12. Now that the brushed/brushless thing has been talked about, I’m going to #2 part of the vent series, . #2 The Shelf Queen and Basher/Runner debate. Well, not much of a vent as I’m more of a spectator in this. First, I don’t care what people do with their hobby/cars, to each their own—just to get that out. Second, I’m not a purist when it comes to collecting or bashing. I take every situation/car differently. I have RC cars that I run, some rarely, and some that haven’t tasted any surface. It’s a matter of how easy or difficult it is to find parts for a particular vintage car or how expensive that parts are. This has to do more with what I’ve seen between two groups—the shelf queens and the bashers/runners (for lack of a better term). I like seeing videos of people run their RC cars to get a sense for what the car is like. At the same time I admire looking at pristine cars especially vintage and what the owners have done to them to keep them beautiful—and set aside as shelf queens. I get inspiration from those. I joined a group that was started as a shelf queen only group because from what I understood, the admin and members wanted a place to showcase their collection/builds without being judge by people who hate shelf queens and attitudes of their owners. That somewhat makes me sad since the hobby should be fun and lighthearted. A typical scenario is someone would post a clean/beautiful/rare pristine build, mostly never ran. There will always be a person who will say something like this: “What’s the point of being in the hobby when you don’t run the car.” And interestingly, later, another person will agree with the criticism and say something like: “Me too, I run my cars and I don’t get why people spend all that money to just put the cars on the shelf or stare at them.” Or “What’s the point of being in the hobby if you don’t run the cars?” I've even see one terrible one "This is what I hate about the hobby, those that do shelf queens" Then a few more will jump in as if patting themselves in the back for the criticism. The opinions or views are very strong. It fascinates me and interests me. Is it some resentment, guilt, or insecurity for running their cars (and sometimes beating them up) and then still seeing nice ones around? But then I’ve yet to come across a collector/shelf queen person bash another hobbyist for running their rc car even to the ground, or breaking them.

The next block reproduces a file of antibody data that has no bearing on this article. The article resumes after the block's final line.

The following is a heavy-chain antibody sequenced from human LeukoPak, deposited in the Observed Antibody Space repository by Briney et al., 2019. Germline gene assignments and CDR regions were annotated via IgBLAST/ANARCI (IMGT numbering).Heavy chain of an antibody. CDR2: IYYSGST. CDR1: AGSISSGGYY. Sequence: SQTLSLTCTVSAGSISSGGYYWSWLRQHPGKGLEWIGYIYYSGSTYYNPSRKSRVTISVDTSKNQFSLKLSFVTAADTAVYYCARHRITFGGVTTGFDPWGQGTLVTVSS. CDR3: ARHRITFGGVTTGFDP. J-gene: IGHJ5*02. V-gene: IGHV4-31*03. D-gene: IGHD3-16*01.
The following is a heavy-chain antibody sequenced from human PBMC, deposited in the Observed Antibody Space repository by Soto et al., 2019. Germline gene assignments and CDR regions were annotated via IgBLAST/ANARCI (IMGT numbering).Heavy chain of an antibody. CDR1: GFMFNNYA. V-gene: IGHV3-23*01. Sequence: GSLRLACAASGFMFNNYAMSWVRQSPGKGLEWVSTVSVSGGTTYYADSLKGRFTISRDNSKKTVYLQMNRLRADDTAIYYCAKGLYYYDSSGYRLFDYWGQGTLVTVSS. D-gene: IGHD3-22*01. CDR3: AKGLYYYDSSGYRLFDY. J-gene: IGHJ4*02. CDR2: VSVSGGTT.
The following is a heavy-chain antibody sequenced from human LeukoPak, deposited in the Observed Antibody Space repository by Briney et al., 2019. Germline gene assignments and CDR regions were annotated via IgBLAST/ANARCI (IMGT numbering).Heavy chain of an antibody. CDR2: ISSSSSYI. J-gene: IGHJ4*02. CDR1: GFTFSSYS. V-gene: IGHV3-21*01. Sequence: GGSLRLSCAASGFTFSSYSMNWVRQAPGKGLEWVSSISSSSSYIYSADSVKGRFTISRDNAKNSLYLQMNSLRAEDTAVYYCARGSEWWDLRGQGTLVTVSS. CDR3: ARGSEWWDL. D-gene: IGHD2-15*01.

13. Thanks all for the comments! :). I really don’t have an issue with brushless, I don’t have as much of them but I do have a 15.5T, 10.5T and 7.5T on some of the cars I have. As for LiPo, some of the reasons I’m not as invested in them is because I already have a fair number of NiMH packs and I don’t run the cars as much as I used to (I only do for casual runs but primarily testing cars). Aside from worrying about safety (I live in a building) I don’t have the patience or time to maintain them. However, if I do get a modern kit (which I will) that only fits LiPo then I will appropriately use them. And I clearly understand the advantages of brushless. I do get a lot of people trying to educate me about it even if it's not the topic. The pet peeve I have is perhaps better sampled with this analogy with beer being brushed and wine being brushless. I’ll ask questions like these (of course these are simplified): Re: Beer 1. How long does it take for an opened bottle of beer to go stale? Or 2. What food pairs well with this kind of Pilsner? Or 3. What are the flavor profile differences between these two beers, a dunkel vs saison? Then the answers I’ll get: 1. Wine is far superior than beer. 2. Just get wine and cheese and you’ll thank me for it, and you won’t look back 3. Wine is smoother and the flavor profile is more nuanced. Beer isn’t in anymore I get that a lot and it’s fascinating especially because they are serious responses. And even in that analogy. I drink both and know when to chose one over the other.